There are disadvantages, too. Fluorescent tubes contain mercury and phosphor, which present health and environmental risks. By operating on alternating current, fluorescent lamps emit a stroboscopic, or fluctuating, delivery of light. This stroboscopic effect can harm people in the illuminated space, possibly causing increased nervousness or irritation — both highly undesirable effects in a correctional setting. And while fluorescent lighting accounts for a high percentage of existing lighting worldwide, switching from fluorescent lighting to LED lighting can significantly reduce global lighting power consumption and greenhouse gas emissions.
The main roadblock when it comes to retrofitting high abuse applications with fluorescent luminaires, such as in the cells of correctional facilities, is the relatively short lifetime of fluorescents, which calls for frequent re-lamping. Fluorescent lamps typically should be replaced every three to four years, as part of a routine maintenance schedule to maintain lumen levels and preserve ballast life. However, in a high-abuse setting, cell fixtures may be re-lamped as frequently as semiannually.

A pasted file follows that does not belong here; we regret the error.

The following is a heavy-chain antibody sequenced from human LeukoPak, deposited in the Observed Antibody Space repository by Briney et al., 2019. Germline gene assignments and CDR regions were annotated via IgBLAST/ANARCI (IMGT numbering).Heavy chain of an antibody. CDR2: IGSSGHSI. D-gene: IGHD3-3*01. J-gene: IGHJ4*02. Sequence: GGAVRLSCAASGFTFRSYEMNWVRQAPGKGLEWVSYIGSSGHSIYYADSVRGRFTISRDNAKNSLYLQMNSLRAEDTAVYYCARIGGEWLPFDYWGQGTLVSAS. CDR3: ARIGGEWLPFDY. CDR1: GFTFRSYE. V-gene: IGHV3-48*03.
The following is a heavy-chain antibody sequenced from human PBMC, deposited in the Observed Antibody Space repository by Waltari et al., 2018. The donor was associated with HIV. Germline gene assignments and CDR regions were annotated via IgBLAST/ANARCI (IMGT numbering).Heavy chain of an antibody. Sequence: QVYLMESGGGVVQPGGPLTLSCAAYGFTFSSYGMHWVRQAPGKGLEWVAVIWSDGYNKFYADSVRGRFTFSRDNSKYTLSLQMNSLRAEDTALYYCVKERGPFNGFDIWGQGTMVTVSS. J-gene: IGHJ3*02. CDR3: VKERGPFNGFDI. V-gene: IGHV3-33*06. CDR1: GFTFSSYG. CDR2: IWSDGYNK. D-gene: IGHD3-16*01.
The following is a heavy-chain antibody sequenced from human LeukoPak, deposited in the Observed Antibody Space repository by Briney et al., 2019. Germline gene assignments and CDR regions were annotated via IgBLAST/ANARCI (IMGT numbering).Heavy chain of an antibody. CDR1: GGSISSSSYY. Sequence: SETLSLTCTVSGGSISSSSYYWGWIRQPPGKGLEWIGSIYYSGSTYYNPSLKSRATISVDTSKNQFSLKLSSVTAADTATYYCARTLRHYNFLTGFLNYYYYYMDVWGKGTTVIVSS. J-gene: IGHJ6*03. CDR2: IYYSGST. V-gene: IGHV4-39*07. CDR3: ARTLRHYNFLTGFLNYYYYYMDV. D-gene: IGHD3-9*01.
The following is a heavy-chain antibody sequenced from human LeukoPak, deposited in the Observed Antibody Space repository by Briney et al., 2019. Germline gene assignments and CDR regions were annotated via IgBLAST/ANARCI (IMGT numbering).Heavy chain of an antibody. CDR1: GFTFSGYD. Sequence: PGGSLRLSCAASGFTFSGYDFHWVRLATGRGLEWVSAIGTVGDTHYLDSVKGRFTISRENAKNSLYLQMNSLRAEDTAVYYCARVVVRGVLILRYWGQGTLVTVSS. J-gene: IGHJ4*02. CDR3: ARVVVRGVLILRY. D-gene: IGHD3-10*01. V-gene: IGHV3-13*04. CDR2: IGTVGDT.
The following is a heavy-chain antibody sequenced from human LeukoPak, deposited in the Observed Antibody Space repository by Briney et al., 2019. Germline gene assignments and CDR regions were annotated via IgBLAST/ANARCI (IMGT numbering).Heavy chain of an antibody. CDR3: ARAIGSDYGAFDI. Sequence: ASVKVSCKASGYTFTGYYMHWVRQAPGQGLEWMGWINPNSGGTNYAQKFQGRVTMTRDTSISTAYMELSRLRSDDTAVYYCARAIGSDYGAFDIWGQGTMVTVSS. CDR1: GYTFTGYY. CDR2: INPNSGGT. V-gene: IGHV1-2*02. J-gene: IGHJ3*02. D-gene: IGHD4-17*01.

This recurrent lighting replacement and maintenance requires inmates be locked up for extensive periods during re-lamping. In a maximum-security environment, this extended lock-up often creates logistical concerns and increased security challenges for prison personnel dealing with some of the most difficult inmates. Hence it is critical that lighting require maintenance as infrequently as possible so as not to disrupt prison routines.
LED Background and Advantages
LEDs have been around for over 40 years. The small solid-state devices can be used to produce millions of different colors and brightness levels of light with significantly less energy than traditional lighting methods. In recent years, LED technology has advanced to the level where it can match or outperform traditional light sources.
Due to their long life, LEDs are virtually maintenance-free and often have dramatic energy savings. LEDs also re-strike instantly after a power interruption and can be controlled with occupancy sensors to save even more energy.